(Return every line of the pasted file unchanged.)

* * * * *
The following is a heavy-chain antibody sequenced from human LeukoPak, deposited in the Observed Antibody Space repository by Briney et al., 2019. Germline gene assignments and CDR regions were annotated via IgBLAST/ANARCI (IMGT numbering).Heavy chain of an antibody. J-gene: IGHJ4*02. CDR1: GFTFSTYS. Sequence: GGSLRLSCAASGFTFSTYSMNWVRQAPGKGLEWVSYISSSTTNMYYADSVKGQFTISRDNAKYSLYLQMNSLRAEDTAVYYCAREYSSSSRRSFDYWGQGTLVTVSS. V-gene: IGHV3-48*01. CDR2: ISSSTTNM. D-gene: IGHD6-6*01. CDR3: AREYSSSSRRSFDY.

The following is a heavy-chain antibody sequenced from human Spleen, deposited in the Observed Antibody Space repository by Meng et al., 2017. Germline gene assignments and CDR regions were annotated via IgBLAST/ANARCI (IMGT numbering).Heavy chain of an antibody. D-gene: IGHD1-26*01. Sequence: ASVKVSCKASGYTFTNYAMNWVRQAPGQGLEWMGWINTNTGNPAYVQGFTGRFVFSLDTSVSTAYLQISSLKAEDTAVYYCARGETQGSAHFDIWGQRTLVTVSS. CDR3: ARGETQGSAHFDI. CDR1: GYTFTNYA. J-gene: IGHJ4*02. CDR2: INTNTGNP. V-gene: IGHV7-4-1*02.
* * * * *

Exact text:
The following is a heavy-chain antibody sequenced from human LeukoPak, deposited in the Observed Antibody Space repository by Briney et al., 2019. Germline gene assignments and CDR regions were annotated via IgBLAST/ANARCI (IMGT numbering).Heavy chain of an antibody. J-gene: IGHJ4*02. CDR1: GFTFSTYS. Sequence: GGSLRLSCAASGFTFSTYSMNWVRQAPGKGLEWVSYISSSTTNMYYADSVKGQFTISRDNAKYSLYLQMNSLRAEDTAVYYCAREYSSSSRRSFDYWGQGTLVTVSS. V-gene: IGHV3-48*01. CDR2: ISSSTTNM. D-gene: IGHD6-6*01. CDR3: AREYSSSSRRSFDY.

The following is a heavy-chain antibody sequenced from human Spleen, deposited in the Observed Antibody Space repository by Meng et al., 2017. Germline gene assignments and CDR regions were annotated via IgBLAST/ANARCI (IMGT numbering).Heavy chain of an antibody. D-gene: IGHD1-26*01. Sequence: ASVKVSCKASGYTFTNYAMNWVRQAPGQGLEWMGWINTNTGNPAYVQGFTGRFVFSLDTSVSTAYLQISSLKAEDTAVYYCARGETQGSAHFDIWGQRTLVTVSS. CDR3: ARGETQGSAHFDI. CDR1: GYTFTNYA. J-gene: IGHJ4*02. CDR2: INTNTGNP. V-gene: IGHV7-4-1*02.